Wide-ranging background information on the legal and practical protection of animals can be found on TIR’s website http://www.tierimrecht.org. As a valuable aid to solving legal problems relating to animals, TIR also provides answers in writing or by phone to those individuals seeking advice. Answers to the 200 most frequently asked questions can also be found on http://www.tierimrecht.org.
The centrepiece of TIR is the specialized library containing over 15,000 works (books, reports, documentaries, etc.) on animals in the law, ethics and society. This is the most comprehensive collection of literature in the German-speaking world offering scientists, students, and the media a huge font of information for their work. The relevant bibliographic data of about 12,000 works (as of 2015) can also be consulted in the “virtual library” on http://www.tierimrecht.org, allowing for easy Internet research. The library also contains a media archive with newspaper and magazine articles on over 200 animal welfare subjects.
In addition, TIR regularly publishes complete and easily understandable standard works on animal welfare law, as well as articles in the specialized and daily press. TIR staff also speaks on the various aspects of the human-animal relationship, in Switzerland and abroad, at seminars, conferences, and training events for animal owners and enforcement authorities. Moreover, TIR is a reliable source of information for print and online media, radio, and television for questions about animals in the law.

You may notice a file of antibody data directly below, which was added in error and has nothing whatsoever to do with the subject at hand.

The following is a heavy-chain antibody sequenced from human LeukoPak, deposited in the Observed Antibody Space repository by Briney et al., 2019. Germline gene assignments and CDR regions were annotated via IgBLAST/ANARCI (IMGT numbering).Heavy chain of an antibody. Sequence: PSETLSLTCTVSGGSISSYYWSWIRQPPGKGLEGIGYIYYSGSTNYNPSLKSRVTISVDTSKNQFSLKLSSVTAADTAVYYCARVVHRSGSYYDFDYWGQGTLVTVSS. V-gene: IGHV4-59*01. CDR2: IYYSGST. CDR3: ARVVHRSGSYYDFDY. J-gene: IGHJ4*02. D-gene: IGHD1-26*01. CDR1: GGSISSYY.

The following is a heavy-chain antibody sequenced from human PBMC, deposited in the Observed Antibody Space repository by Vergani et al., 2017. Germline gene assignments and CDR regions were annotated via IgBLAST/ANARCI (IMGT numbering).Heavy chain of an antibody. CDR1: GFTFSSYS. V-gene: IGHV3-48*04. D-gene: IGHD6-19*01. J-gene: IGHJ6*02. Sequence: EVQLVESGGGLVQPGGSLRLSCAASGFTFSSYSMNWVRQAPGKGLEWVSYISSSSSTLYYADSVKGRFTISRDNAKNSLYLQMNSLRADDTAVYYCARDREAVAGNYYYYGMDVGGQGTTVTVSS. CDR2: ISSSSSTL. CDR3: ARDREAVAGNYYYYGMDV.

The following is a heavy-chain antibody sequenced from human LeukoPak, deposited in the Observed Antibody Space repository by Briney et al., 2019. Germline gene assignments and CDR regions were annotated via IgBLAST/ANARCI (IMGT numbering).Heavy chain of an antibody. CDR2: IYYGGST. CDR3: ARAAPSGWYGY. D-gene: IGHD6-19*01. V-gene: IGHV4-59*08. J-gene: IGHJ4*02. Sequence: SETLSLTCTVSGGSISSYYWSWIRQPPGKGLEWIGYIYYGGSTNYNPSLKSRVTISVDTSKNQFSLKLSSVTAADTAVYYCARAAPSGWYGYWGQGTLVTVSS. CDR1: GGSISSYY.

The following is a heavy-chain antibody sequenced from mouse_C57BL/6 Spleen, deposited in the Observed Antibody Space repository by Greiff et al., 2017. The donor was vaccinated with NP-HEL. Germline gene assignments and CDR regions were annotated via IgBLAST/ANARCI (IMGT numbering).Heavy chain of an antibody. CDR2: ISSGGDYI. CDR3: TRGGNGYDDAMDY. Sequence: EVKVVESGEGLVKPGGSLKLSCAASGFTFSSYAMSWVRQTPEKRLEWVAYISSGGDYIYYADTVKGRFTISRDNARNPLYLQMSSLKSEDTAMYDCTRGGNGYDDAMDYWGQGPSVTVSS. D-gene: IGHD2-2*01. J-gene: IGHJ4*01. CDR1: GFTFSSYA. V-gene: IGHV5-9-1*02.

Through its legal work and actions, TIR has achieved striking success in the protection of animals. For instance, TIR significantly contributed to the 2003 legislation that established that animals are no longer considered “things” under Swiss law, but instead as independent living beings, and that animal dignity was expressly protected under the Swiss Animal Welfare Act in 2008. The express ban on sexually motivated acts with animals (zoophilia) can also be attributed to the intensive efforts of TIR (2008). Furthermore, TIR’s well respected work and presence is greatly responsible for the fact that animal welfare law is no longer considered a marginal subject in limited circles, but instead is now an acknowledged legal discipline. Through the targeted support of the younger generation of lawyers, TIR also strives to ensure the continual evolution of animal welfare law now and into the future.
TIR is a completely independent non-profit organization and is not subsidised by the Swiss Confederation or the cantons. It is exclusively financed by private donations and project-dependent contributions.
Phone +41 (0)43 443 06 43
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Animal agriculture, Working animals, Animals in research, Hunting and fishing, Animals in religion, Animal ethics and philosophy, Zoos and aquariums, Animals in entertainment, Animal cognition, Companion animals, Animal shelters, Dogs, Cats, Rodents, Livestock, Working animals, Wild animals, Marine animals, Mammals, Birds, Reptiles and amphibians, Fish, Invertebrates